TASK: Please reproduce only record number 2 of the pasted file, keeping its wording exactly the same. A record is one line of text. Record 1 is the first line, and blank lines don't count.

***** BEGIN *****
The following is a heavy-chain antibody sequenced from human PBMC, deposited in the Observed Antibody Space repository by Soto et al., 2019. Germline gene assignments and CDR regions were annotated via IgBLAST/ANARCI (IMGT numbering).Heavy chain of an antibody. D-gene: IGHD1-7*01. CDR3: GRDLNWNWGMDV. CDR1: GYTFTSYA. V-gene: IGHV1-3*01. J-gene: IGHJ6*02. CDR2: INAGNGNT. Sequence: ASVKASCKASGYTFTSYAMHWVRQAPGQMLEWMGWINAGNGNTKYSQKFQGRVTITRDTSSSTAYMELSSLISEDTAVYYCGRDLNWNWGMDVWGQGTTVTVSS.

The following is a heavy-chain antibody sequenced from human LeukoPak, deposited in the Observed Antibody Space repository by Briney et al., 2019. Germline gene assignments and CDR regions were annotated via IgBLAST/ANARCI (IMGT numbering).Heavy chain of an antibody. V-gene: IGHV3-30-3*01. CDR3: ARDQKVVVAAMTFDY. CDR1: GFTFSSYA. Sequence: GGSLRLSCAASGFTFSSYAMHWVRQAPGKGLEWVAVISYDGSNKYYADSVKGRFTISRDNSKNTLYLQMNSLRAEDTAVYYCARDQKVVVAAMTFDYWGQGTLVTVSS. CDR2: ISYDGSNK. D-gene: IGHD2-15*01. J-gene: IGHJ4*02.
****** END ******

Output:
The following is a heavy-chain antibody sequenced from human LeukoPak, deposited in the Observed Antibody Space repository by Briney et al., 2019. Germline gene assignments and CDR regions were annotated via IgBLAST/ANARCI (IMGT numbering).Heavy chain of an antibody. V-gene: IGHV3-30-3*01. CDR3: ARDQKVVVAAMTFDY. CDR1: GFTFSSYA. Sequence: GGSLRLSCAASGFTFSSYAMHWVRQAPGKGLEWVAVISYDGSNKYYADSVKGRFTISRDNSKNTLYLQMNSLRAEDTAVYYCARDQKVVVAAMTFDYWGQGTLVTVSS. CDR2: ISYDGSNK. D-gene: IGHD2-15*01. J-gene: IGHJ4*02.